From Amadeus Beattie:
i have now had this issue for over 4 months and i think been very patient... my sales have decreased by over 60% since the bug started and the amount of customer support messages i get from clients is taking too much time to answer... i still have over 30 products with wrong images or products getting unlisted by itselfThis issue was first entered into the JIRA at the end of March. It's now the beginning of September. It's been over six months that the merchants of Second Life have been struggling with this issue.
Let me repeat that, because it sounds vaguely important: For over six months, Second Life merchants have been affected by a Marketplace coding issue that has resulted in, at least, a 40% loss of total sales (for those merchants who haven't noticed a 60% drop in total sales).
You'd think that Linden Lab would care a bit more about these sales, because it's not just folks creating little art projects and sending them off, gratis, into the wide cold world. These are the people who own sims (that are now selling them or giving them back to the Lindens because they can't afford sim rentals while losing so much in sales). These are the people who widely advertise in in-world Search and on the Marketplace itself (activities which, in some cases, also stop cold when the merchant realizes just how much they're losing). These are the people who buy items from other merchants to decorate those stores (which they're now closing when they add up the numbers), or buy props and poses for product pictures (which they won't need once the businesses close).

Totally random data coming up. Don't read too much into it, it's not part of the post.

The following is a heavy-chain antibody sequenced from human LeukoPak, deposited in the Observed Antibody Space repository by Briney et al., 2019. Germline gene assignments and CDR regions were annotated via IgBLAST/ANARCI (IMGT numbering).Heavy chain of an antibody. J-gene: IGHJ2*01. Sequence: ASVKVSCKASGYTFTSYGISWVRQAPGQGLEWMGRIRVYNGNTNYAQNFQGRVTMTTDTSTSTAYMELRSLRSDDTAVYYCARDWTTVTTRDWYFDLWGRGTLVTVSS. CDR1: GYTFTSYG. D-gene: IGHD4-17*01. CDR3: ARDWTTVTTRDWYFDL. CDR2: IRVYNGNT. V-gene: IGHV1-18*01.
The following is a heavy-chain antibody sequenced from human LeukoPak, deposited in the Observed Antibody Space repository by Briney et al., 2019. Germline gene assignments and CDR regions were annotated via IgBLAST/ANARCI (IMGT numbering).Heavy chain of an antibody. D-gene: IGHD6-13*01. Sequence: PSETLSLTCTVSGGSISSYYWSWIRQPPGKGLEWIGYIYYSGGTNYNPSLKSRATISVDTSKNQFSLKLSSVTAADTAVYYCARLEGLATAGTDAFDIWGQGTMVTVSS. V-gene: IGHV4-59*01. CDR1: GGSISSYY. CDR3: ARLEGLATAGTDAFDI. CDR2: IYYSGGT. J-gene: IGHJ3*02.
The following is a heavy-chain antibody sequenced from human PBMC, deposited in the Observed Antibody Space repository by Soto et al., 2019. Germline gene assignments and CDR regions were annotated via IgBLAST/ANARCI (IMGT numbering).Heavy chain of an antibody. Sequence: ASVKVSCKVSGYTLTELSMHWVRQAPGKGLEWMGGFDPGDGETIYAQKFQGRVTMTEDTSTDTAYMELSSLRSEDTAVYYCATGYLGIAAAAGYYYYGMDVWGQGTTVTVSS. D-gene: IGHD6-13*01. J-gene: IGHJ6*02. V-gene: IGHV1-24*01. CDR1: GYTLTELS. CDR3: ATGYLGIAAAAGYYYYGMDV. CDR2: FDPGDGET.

When we toss a pebble into a pond, there's a ripple effect. We see where the pebble landed in the pond, and we can watch the rings expand and subside. The problem is, this isn't a pebble. This is a goddamn meteorite from space landing on fire in the Pacific ocean and causing tsunami devastation when the water reaches shore. Or, to switch metaphors, this is not a papercut, it's a sucking chest wound.
Speaking of the ripple effect...a couple days back, UStream struck a deal with WorldCon to broadcast the Hugo speeches live. In the middle of Neil Gaiman's acceptance speech for his episode of Doctor Who--"The Doctor's Wife"--the feed went dead. Why? Because the animated copyright service Vobile had detected copyrighted material being used in the broadcast.
What's so shocking about this is not that the feed went down--technical glitches happen, things go buggy, it's sad, but it's a fact of net life now and again. No, the true tragedy here is that it wasn't a glitch. During an awards speech by a very famous author, regarding a very famous property, wherein clips from Doctor Who and other shows were shown--which WorldCon had specific rights to broadcast granted by the companies who actually own those copyrights...automated infringement detectors went off and removed the feed.
And UStream, at that point (and in my mind, even more shockingly), never restored the feed.
Let me say that again, because it's key to why this is such an outrage:
UStream had crippled their own internal broadcast service by using Vobile in such a way that they--who also had full legal rights to broadcast this stream live--could not restore it.Does that scare anyone? UStream paid Vobile to do their work for them, in a sense, but because they'd struck that deal, they abrogated their own rights to clear the killcode and then go on with the broadcast.
Brave new world, people. It only gets worse from here.